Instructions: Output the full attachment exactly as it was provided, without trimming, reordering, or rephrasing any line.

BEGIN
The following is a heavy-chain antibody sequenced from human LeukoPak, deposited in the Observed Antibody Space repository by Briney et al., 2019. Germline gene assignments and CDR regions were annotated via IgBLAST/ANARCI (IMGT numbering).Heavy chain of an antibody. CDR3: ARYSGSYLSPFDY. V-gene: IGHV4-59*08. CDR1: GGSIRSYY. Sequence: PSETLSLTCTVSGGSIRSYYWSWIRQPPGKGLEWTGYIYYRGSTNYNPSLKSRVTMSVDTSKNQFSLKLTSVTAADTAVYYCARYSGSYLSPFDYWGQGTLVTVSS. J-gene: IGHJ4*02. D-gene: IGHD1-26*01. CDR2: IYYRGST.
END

The following is a heavy-chain antibody sequenced from human LeukoPak, deposited in the Observed Antibody Space repository by Briney et al., 2019. Germline gene assignments and CDR regions were annotated via IgBLAST/ANARCI (IMGT numbering).Heavy chain of an antibody. CDR3: ARYSGSYLSPFDY. V-gene: IGHV4-59*08. CDR1: GGSIRSYY. Sequence: PSETLSLTCTVSGGSIRSYYWSWIRQPPGKGLEWTGYIYYRGSTNYNPSLKSRVTMSVDTSKNQFSLKLTSVTAADTAVYYCARYSGSYLSPFDYWGQGTLVTVSS. J-gene: IGHJ4*02. D-gene: IGHD1-26*01. CDR2: IYYRGST.